Elementary geometry provides the foundation of modern geometry. For the most part, the standard introductions end at the formal Euclidean geometry of high school. Agricola and Friedrich revisit geometry, but from the higher viewpoint of university mathematics. Plane geometry is developed from its basic objects and their properties and then moves to conics and basic solids, including the Platonic solids and a proof of Euler's polytope formula. Particular care is taken to explain symmetry groups, including the description of ornaments and the classification of isometries by their number of fixed points. Complex numbers are introduced to provide an alternative, very elegant approach to plane geometry. The authors then treat spherical and hyperbolic geometries, with special emphasis on their basic geometric properties.

This largely self-contained book provides a much deeper understanding of familiar topics, as well as an introduction to new topics that complete the picture of two-dimensional geometries. For undergraduate mathematics students the book will be an excellent introduction to an advanced point of view on geometry. For mathematics teachers it will be a valuable reference and a source book for topics for projects.

The book contains over 100 figures and scores of exercises. It is suitable for a one-semester course in geometry for undergraduates, particularly for mathematics majors and future secondary school teachers.

**Ilka Agricola**: Humboldt-Universität zu Berlin, Berlin, Germany,

**Thomas Friedrich**: Humboldt-Universität zu Berlin, Berlin, Germany

• Preface to the German Edition 8

• Chapter 1. Introduction: Euclidean space 14

o Exercises 19

• Chapter 2. Elementary geometrical figures and their properties 22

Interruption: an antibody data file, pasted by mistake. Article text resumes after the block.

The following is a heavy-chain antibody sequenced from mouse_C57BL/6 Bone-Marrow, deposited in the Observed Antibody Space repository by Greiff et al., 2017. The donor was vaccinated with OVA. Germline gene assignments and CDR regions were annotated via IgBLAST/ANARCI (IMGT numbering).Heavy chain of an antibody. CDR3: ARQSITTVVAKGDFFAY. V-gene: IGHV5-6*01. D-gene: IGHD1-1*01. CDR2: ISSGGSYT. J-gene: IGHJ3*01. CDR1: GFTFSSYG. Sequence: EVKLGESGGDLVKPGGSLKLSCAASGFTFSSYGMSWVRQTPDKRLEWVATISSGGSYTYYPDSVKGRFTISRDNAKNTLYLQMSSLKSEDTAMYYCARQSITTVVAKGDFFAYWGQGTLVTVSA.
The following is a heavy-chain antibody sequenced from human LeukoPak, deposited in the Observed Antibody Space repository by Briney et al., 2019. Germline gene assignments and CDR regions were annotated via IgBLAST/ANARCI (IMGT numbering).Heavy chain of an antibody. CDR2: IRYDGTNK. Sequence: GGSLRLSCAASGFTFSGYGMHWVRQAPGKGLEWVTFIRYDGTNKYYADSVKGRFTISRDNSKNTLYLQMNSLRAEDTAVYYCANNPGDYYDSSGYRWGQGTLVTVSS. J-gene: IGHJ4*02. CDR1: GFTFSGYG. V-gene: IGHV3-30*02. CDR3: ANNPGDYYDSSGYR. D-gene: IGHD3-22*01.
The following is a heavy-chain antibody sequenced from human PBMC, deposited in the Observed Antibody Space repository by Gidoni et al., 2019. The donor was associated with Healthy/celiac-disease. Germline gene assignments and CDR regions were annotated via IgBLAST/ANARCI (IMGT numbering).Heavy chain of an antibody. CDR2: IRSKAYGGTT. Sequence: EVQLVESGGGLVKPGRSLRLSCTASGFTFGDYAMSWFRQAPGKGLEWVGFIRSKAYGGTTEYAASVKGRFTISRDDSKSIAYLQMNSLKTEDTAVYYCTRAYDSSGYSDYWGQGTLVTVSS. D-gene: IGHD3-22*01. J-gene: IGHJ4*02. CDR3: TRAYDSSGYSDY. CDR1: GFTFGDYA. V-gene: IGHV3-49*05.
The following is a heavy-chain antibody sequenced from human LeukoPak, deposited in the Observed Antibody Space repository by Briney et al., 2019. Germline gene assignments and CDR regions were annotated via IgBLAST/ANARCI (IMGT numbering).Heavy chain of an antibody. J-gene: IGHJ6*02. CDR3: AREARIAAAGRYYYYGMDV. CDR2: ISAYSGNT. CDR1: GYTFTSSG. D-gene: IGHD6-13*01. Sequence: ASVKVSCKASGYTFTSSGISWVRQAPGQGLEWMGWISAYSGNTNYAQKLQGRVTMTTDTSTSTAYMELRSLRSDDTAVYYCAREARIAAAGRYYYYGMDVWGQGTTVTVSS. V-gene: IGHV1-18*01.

o §2.1. The line 22

o §2.2. The triangle 32

o §2.3. The circle 58

o §2.4. The conic sections 76

o §2.5. Surfaces and bodies 90

o Exercises 102

• Chapter 3. Symmetries of the plane and of space 112

o §3.1. Affine mappings and centroids 112

o §3.2. Projections and their properties 118

o §3.3. Central dilations and translations 121

o §3.4. Plane isometries and similarity transforms 127

o §3.5. Complex description of plane transformations 140

o §3.6. Elementary transformations of the space E[sup(3)] 144

o §3.7. Discrete subgroups of the plane transformation group 152

o §3.8. Finite subgroups of the spatial transformation group

o Exercises 169

• Chapter 4. Hyperbolic geometry 180

o §4.1. The axiomatic development of elementary geometry 180

o §4.2. The Poincaré model 187

o §4.3. The disc model 196

o §4.4. Selected properties of the hyperbolic plane 198

o §4.5. Three types of hyperbolic isometries 202

o §4.6. Fuchsian groups 207

o Exercises 217

• Chapter 5. Spherical geometry 222

o §5.1. The space S[sup(2)] 222

o §5.2. Great circles in S[sup(2)] 224

o §5.3. The isometry group of [sup(2)] 228

o §5.4. The Möbius group of S[sup(2)] 229

o §5.5. Selected topics in spherical geometry 231

o Exercises 239

• Bibliography 242

• List of Symbols 248

• Index